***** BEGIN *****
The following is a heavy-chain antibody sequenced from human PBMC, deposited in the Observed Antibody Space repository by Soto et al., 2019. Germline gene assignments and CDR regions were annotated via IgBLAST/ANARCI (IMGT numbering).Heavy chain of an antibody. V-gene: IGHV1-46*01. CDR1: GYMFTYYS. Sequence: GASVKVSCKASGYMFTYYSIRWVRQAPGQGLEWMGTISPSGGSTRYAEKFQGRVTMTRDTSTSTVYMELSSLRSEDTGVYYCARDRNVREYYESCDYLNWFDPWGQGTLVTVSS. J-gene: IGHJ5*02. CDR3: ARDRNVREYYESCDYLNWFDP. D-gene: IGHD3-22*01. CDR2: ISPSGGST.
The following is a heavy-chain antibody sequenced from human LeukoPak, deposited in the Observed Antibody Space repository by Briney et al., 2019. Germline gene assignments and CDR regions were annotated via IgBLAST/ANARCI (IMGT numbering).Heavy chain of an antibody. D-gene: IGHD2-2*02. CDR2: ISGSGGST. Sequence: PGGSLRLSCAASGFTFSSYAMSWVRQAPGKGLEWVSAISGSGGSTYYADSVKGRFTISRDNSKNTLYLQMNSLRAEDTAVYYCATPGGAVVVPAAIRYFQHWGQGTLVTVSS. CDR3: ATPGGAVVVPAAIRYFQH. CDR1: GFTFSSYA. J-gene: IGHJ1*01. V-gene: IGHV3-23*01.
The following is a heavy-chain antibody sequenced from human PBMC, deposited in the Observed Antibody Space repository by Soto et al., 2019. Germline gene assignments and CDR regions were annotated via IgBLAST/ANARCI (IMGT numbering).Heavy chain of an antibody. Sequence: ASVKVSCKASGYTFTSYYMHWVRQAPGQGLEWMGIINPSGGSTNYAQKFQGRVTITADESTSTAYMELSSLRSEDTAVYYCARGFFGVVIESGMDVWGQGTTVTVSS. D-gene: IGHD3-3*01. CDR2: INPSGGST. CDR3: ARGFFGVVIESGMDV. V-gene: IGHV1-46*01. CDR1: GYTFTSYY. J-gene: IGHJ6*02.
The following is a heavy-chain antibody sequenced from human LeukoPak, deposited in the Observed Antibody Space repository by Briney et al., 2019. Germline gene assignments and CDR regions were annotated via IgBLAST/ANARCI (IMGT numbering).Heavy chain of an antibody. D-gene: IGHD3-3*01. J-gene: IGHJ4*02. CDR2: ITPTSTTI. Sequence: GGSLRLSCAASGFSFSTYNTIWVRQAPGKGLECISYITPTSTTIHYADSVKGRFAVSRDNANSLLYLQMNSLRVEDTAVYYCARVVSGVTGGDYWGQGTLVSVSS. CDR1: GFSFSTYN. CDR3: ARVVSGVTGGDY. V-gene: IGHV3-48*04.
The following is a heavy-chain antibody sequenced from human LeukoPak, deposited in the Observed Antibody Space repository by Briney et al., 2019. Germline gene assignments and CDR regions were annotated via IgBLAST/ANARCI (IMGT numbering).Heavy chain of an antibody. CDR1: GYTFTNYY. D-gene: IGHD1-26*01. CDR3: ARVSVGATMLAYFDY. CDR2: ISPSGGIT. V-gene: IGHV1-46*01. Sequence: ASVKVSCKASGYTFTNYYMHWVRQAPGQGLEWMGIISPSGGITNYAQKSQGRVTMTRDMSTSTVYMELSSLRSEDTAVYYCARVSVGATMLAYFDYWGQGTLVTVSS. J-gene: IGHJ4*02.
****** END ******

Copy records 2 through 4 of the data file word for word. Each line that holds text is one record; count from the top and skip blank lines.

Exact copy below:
The following is a heavy-chain antibody sequenced from human LeukoPak, deposited in the Observed Antibody Space repository by Briney et al., 2019. Germline gene assignments and CDR regions were annotated via IgBLAST/ANARCI (IMGT numbering).Heavy chain of an antibody. D-gene: IGHD2-2*02. CDR2: ISGSGGST. Sequence: PGGSLRLSCAASGFTFSSYAMSWVRQAPGKGLEWVSAISGSGGSTYYADSVKGRFTISRDNSKNTLYLQMNSLRAEDTAVYYCATPGGAVVVPAAIRYFQHWGQGTLVTVSS. CDR3: ATPGGAVVVPAAIRYFQH. CDR1: GFTFSSYA. J-gene: IGHJ1*01. V-gene: IGHV3-23*01.
The following is a heavy-chain antibody sequenced from human PBMC, deposited in the Observed Antibody Space repository by Soto et al., 2019. Germline gene assignments and CDR regions were annotated via IgBLAST/ANARCI (IMGT numbering).Heavy chain of an antibody. Sequence: ASVKVSCKASGYTFTSYYMHWVRQAPGQGLEWMGIINPSGGSTNYAQKFQGRVTITADESTSTAYMELSSLRSEDTAVYYCARGFFGVVIESGMDVWGQGTTVTVSS. D-gene: IGHD3-3*01. CDR2: INPSGGST. CDR3: ARGFFGVVIESGMDV. V-gene: IGHV1-46*01. CDR1: GYTFTSYY. J-gene: IGHJ6*02.
The following is a heavy-chain antibody sequenced from human LeukoPak, deposited in the Observed Antibody Space repository by Briney et al., 2019. Germline gene assignments and CDR regions were annotated via IgBLAST/ANARCI (IMGT numbering).Heavy chain of an antibody. D-gene: IGHD3-3*01. J-gene: IGHJ4*02. CDR2: ITPTSTTI. Sequence: GGSLRLSCAASGFSFSTYNTIWVRQAPGKGLECISYITPTSTTIHYADSVKGRFAVSRDNANSLLYLQMNSLRVEDTAVYYCARVVSGVTGGDYWGQGTLVSVSS. CDR1: GFSFSTYN. CDR3: ARVVSGVTGGDY. V-gene: IGHV3-48*04.